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Welcome to STop, the Seattle Times Opinion blog where our editorial writers and editors share their evolving thoughts on a variety of issues. STop is a place where opinion writers and readers can exchange views and readers can learn more about how editorial positions are formed.

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February 04, 2004

A gift for all of us

Kennewick Man is free!! Or soon ought to be, thanks to an unequivocal opinion today by the Ninth Circuit of Appeals.

Eight years after the 9,200-year-old remains were found in Columbia River shallows in their namesake city, the appeals court sided with prominent scientists who sued the U.S. government for the right to study the bones.

The Interior Department had intended to give them to Native American tribes who claimed the remains as that of an ancestor under a federal law that basically applies to all remains that date to the days before Columbus. The law ignores the earlier Viking landings, by the way, and we know about those..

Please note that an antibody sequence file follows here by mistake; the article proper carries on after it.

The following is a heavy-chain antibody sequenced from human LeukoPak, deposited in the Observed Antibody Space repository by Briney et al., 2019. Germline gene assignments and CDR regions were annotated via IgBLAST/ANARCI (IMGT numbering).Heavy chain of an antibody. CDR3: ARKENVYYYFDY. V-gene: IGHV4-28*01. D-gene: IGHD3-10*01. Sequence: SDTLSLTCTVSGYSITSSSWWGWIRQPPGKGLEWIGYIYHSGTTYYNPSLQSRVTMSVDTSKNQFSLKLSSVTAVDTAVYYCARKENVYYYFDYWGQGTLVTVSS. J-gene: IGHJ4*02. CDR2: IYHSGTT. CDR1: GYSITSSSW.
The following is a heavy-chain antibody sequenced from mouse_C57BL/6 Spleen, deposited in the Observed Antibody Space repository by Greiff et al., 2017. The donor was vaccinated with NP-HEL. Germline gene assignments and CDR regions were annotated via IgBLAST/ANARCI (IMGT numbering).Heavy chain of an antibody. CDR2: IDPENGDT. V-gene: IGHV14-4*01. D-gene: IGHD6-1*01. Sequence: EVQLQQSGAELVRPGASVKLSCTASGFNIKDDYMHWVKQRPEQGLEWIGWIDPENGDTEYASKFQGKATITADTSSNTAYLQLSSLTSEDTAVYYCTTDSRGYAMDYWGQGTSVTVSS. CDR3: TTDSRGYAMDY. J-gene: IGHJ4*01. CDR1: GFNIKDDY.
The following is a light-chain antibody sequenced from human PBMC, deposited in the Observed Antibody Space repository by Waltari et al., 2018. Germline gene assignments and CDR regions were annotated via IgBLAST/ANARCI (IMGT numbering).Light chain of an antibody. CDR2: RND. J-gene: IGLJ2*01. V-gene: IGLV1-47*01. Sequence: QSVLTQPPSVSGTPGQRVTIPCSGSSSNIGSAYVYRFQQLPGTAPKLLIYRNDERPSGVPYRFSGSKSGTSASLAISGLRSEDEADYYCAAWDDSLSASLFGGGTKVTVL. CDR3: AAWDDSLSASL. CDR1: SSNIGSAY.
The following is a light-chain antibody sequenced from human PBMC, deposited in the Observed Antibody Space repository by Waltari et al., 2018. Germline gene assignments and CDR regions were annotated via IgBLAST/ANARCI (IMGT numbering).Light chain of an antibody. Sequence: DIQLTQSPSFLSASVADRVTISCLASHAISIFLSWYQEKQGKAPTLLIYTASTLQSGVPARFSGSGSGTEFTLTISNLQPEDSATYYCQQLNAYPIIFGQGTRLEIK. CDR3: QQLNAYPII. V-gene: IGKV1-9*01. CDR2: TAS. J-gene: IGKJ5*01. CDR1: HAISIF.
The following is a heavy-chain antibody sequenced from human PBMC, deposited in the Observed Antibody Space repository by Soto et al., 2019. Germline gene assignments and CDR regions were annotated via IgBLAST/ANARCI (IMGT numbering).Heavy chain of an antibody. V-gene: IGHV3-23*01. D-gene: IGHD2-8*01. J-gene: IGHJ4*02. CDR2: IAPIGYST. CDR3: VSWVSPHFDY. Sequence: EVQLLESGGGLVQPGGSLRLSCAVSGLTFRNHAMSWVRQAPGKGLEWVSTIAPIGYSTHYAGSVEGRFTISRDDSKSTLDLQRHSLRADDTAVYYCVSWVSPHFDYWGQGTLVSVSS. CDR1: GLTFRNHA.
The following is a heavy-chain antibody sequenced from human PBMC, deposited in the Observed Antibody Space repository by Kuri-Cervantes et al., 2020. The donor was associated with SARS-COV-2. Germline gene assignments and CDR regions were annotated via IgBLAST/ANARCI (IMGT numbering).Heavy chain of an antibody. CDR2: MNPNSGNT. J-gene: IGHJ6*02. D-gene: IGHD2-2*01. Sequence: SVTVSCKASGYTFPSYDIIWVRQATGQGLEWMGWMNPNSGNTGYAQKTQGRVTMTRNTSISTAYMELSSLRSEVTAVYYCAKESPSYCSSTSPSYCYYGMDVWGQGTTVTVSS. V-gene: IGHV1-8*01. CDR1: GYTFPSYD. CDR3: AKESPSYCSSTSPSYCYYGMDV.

While the Native American claims are understandable, their claim to these bones is particularly tenuous because of their exceptional age and their appearance. The remains' features more closely resemble modern Polynesian people or the Ainu of Japan, which, for those studying the peopling of the Americas, suggests a long-sought-after link to Asia.

The appeals court used that fact in deciding modern American tribes could not reasonably claim the remains: "...because Kennewick Man's remains are so old and the information about his era is so limited, the record does not permit the (Interior) Secretary to conclude reasonably that Kennewick Man shares special and significant genetic or cultural features with presently existing indigenous tribes, people or cultures."

No doubt the case will be appealed to the Supreme Court before the scientists finally get a chance to mine the knowledge that rests with Kennewick Man's remains now stored at Seattle's Burke Museum. (What's another couple of years compared to nine millenia?) But the scientists have prevailed unequivocally at the U.S. District Court level and the appeals level.

Kennewick Man belongs to all of us, not just to Native American tribes.

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Posted by Kate Riley at February 4, 2004 03:45 PM



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